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the supply of gold and silver does not fail, moral corruption and physical degradation, lawless tyranny and boundless oppression, in fine, a chaos of moral disorder, will not by its direct working bring about the utter overthrow of any nation or people; that the very riches which men have misused, the very powers of nature to which they have yielded a crouching and terrified submission, would not themselves be made the instruments of their destruction. This is indeed but the first opening up of one leading and grand idea of the paramount influence of the precious metals over the happiness and well-doing of mankind, which seems well-nigh, to the exclusion of any other, to occupy the writer's mind.

Into the questions of political economy, which the discussion of this subject involves, we do not propose to enter,-not, however, from any disposition to undervalue their importance, or to understate the influence which they exercise on the conduct of human affairs; but because there are higher points, affecting our judgment on things of far greater moment, in which Sir A. Alison has pronounced a verdict yet further removed from the standard of a true and correct decision. His verdict is indeed on all subjects enunciated with the most absolute authority-but it may be questioned, whether many minds could be found to harmonize with the mind of the writer from whom these despotic declarations proceed. Failing such harmony, this parade of authority is fruitless. Undoubtedly, many could be found to sympathise with some portion of the author's opinions and theories; but then these same would as certainly be completely at variance with other notions and dogmas to which he adheres with equal pertinacity. Doubtless he might find in far too great abundance men who would go along with him in his application of a theory of persecution, a theory by no means modified like that which Dr. Arnold was prepared to advocate, but extending to very summary arguments of fire and sword. The theory is very old, and its sway has been a very wide one-far too wide, far too prevailing still. Unfortunately it has this inconvenience attached to it, that it affords as much justification to the terrific career of Mahommed as to the more orthodox bombardment of Algiers by Lord Exmouth. Men are willing enough to receive the major premise, that the truth may sometimes require to be propagated by the sword; they are still more willing to supply, as the second step, My convictions are true:' failing the existence of any court recognised by all mankind as having power to decide onthese momentous assertions, it is difficult to grant to one persuasion the right of employing an argument which is peremptorily refused. to others.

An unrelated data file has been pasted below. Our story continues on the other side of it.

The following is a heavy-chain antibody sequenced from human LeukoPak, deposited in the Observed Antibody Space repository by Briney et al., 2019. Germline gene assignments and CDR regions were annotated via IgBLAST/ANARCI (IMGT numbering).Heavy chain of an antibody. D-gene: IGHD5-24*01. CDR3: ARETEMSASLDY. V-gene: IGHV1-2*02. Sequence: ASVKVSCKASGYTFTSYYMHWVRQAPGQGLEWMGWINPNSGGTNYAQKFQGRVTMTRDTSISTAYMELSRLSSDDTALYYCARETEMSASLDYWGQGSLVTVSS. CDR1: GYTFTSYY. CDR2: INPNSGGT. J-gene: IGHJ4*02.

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'Christianity, indeed,' says Sir A. Alison, in his exulting peroration on the theological importance of the victory of Algiers, 'is destined to spread mainly by its winning the hearts of men; but in a world of selfishness and violence, it is not thus alone that mankind are to be converted, even to their own blessing. The first entrance must be sometimes won by conquest; and he who bears even the olive-branch and cross in one hand, may often despair of success, if he is not prepared, when necessary, to grasp the naked sword in another.'-P. 155.